A couple of years later, Alfred Birnbaum’s translation came out from Kodansha International. Reading that one book hooked me.
Many translation theorists believe that translations are most beneficial if they leave elements of the original language in the translation, while others believe this results in a text obviously written in a type of “translatorese.”
Japanese is an especially interesting example, because sentences avoid mentioning subjects so that in a first-person narrative, the “I” is much less present than Americans are used to. How did you decide to deal with that difference?
I hope I’ve given some idea in my appendices on translation how hopeless it is to try to produce a literal translation of a Japanese text. The absence of subjects in Japanese sentences, however, is no more of a problem than the absence of a name in the sentence: “He ate a peanut butter sandwich.” Who is “he”?
How can speakers of English possibly know what “he” stands for? It’s so mysterious! Please read my Making Sense of Japanese (Kodansha International) if you want to learn more about the myth of the subject-less sentence in Japanese.
Describe your process of translation. Where do you do your work? How long do you work for? What particular methods do you use?
I work at my desk at home on a computer for about four hours at a time, beginning after breakfast and ending when my brain turns to mush. I’m not good for much of anything after lunch.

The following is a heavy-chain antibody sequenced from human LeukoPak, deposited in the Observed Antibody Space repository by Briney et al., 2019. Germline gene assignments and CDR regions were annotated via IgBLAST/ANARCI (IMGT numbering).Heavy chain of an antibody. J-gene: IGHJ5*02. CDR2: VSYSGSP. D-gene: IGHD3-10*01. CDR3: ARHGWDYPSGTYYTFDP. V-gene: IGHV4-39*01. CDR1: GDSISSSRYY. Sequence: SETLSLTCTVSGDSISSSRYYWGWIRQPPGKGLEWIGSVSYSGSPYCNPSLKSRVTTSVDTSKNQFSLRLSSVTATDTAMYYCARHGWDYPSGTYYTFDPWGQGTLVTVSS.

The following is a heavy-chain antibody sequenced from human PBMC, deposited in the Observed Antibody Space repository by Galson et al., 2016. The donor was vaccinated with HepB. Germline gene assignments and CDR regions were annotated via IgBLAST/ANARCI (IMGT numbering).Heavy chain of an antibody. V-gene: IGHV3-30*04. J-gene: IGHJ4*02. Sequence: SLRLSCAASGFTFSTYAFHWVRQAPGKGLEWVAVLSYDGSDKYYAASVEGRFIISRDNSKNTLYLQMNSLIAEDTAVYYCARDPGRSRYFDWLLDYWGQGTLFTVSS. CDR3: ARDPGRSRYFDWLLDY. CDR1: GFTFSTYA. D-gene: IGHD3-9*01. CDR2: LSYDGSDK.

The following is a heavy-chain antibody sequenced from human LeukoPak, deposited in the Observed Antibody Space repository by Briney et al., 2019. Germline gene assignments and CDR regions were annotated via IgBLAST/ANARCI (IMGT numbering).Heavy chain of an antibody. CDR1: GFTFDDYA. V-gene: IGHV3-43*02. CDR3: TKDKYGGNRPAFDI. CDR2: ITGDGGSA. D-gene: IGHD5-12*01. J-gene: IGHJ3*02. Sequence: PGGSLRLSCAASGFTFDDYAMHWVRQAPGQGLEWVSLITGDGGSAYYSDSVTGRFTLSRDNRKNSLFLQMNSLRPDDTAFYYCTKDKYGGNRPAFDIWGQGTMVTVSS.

I try to do as finished a job as possible in the first draft, and I always keep the original text close by when working on later drafts. Some people translate first into a kind of literal mishmash and then polish it without much reference to the original, but I’ve never been able to work that way. I try to capture all the nuances right off the bat.
Does translating Japanese make you hyper-aware of other translations you encounter? What is the worst translation that you have ever found in mass-circulation?
I do find myself reading “through” other translations, guessing what the original might be. It can be annoying. I often refer my students to the translation of Natsume SÅseki’s Light and Darkness as an example of how wrong you can go when you translate grammar instead of ideas and images.
Do you think your experience as a translator could apply to translating from one medium to another (intersemiotically)? How would you translate Kafka on the Shore into a film?
Translating is the closest reading anyone could ever do, and near the end of a work it can give you a megalomaniac sense of the truth of your own reading. If you asked me this question at such a time, I would probably say that ONLY a translator could do what you are suggesting.
Fortunately, I’m in a calmer state of mind at the moment, and can only reply, “Huh?”
Does being a translator make Murakami aware of the potential for his works to be translated?
Yes, aware, but not obsessed. He is not writing primarily to be translated.
In Haruki Murakami and the Music of Words, Rubin quotes Murakami discussing translation: “Rather than worrying about the details, I’m just happy to have my work translated.” A rare opinion in the academia of translation, but Murakami is a rare individual.
If this interview has intrigued those new to Murakami, After the Quake: Stories
is a good starting place, while Rubin’s Haruki Murakami and the Music of Words is a an intriguing treat for long-time fans.